What if we told you there was a better way to do a plank row? One that will elevate the difficulty level of an already challenging move, as well as elevate your back and core gains.
The elevated plank row is not only going to help widen your lats and build your mid back, it also works your core to the max, forcing you to remain steady while you attempt to fight off hiking up your hips and hold a solid, supportive position on the bench.
As Men’s Health fitness director Ebenezer Samuel, CSCS, and fitness editor Brett Williams, NASM, explain in the latest Form Check, the elevated plank row is all about anti-rotation.
“The move is simple, ”Samuel says of the elevated plank row, which requires nothing more than a dumbbell and bench (or can even substitute a chair or ottoman if training at home). “All we’re doing is rowing up, but you just have to hold that tension.”
Squeeze Your Core and Glutes
The main mistake people often make with the elevated plank row, Samuel says, is remaining in a tabletop position with a completely flat back. For this move, he says the goal is to create a longer shoulder-to-toe anti-rotational challenge. This is done by not only squeezing your abs but also tightening your glutes as well.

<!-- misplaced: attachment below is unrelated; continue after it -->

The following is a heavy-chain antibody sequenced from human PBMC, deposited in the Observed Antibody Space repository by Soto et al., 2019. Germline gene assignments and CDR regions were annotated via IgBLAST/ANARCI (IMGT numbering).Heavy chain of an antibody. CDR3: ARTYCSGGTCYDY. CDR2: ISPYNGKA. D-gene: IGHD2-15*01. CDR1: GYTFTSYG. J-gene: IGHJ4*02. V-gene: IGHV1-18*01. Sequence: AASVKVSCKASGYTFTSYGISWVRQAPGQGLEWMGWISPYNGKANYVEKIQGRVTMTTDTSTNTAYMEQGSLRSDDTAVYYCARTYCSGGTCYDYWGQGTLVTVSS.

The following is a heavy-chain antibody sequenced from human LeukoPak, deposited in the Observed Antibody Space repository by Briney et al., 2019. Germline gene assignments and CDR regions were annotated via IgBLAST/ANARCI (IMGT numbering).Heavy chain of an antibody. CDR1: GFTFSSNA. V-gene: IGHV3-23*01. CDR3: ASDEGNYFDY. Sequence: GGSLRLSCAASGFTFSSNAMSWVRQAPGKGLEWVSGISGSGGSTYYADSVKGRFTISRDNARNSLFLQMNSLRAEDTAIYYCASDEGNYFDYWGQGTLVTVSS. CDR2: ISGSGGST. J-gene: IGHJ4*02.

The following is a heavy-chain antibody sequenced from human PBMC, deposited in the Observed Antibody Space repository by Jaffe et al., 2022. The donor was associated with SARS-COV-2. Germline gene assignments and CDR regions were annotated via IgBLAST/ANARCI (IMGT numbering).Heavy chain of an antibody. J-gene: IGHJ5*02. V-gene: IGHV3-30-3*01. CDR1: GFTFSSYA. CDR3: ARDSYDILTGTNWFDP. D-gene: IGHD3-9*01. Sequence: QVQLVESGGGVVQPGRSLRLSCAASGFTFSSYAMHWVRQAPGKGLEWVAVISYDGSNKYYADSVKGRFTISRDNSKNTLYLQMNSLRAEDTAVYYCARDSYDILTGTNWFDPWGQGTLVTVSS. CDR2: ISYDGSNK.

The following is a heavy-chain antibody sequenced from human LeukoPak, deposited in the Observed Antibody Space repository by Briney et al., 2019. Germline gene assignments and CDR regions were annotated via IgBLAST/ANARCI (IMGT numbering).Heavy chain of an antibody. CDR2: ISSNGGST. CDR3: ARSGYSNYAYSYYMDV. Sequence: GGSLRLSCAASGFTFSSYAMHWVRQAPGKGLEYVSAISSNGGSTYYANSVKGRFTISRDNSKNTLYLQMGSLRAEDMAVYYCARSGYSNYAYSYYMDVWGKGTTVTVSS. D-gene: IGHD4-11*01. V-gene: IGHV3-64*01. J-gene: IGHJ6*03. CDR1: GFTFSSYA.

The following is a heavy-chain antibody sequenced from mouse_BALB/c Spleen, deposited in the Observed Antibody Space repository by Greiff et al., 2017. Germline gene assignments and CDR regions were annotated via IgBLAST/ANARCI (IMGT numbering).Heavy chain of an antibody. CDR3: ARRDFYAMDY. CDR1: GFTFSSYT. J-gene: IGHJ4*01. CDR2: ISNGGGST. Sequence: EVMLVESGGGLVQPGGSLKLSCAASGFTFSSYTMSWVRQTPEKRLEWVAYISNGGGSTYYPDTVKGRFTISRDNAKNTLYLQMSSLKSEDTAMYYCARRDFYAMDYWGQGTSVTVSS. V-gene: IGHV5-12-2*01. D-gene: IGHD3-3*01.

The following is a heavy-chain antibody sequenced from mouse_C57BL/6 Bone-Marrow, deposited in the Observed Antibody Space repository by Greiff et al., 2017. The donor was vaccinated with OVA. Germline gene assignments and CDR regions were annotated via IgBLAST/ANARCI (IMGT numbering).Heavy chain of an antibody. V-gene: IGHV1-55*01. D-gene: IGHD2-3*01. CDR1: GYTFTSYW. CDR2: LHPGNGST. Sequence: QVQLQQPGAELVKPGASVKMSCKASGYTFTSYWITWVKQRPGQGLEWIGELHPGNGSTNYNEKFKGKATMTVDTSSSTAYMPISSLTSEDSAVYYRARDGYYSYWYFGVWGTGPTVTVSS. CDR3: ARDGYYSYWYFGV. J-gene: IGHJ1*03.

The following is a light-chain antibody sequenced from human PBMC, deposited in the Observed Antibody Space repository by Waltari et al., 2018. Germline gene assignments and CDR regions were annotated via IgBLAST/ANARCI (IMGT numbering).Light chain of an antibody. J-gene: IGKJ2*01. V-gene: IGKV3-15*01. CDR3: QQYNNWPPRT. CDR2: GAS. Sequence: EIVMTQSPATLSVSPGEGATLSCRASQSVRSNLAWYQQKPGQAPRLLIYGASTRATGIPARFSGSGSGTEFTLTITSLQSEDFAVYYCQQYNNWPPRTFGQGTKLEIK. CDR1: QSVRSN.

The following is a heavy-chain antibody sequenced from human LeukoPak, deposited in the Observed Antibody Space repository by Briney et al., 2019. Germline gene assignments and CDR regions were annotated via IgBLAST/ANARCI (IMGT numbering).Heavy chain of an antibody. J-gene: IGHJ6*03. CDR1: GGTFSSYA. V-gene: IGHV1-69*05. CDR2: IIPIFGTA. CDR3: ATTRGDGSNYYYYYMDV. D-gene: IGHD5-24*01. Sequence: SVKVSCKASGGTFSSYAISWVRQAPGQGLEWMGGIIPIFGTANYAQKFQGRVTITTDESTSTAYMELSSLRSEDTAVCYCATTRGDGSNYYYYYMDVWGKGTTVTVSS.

“If you go into the standard tabletop position, the only part of your body that really has to fight anti rotation is your torso,” Samuel explains. “With your hips neutralized, you’re now in a straight line from shoulders to ankles, keeping a straighter line over a longer lever.”
Another common error is the placement of your leaning arm. Instead of internally rotating it parallel to the bench, which can cause shoulder aches, keep it out in a safer externally rotated position.
Do the Elevated Plank Row Right
To do this move, pick up a dumbbell, making sure you keep your body equalized. When you’re in the plank, think about tightening the glutes and obliques on the side of the weight to keep yourself steady. Maintaining lots of tension is paramount.
Row until your arm is parallel to your torso, then pause. This will create quite the anti-rotational challenge — far from an easy move. “This is a position of work for the entire elevated plank row — from the moment you start a set until the very end is a position of work,” Samuel says. “And that’s what you want it to be. This is a great way to finish off any back workout. ”
Incorporate the elevated plank row as an accessory move to your workouts (so later in your sessions). Go for about three sets of 10 to 12 reps. Make it more intense by eliminating rest between sets, your leaning is arm is getting rest.
“So work back and forth with those three sets without rest your abs will be on fire and you’re back will love it,” Samuel says.
Want to master even more moves? Check out our entire Form Check series.
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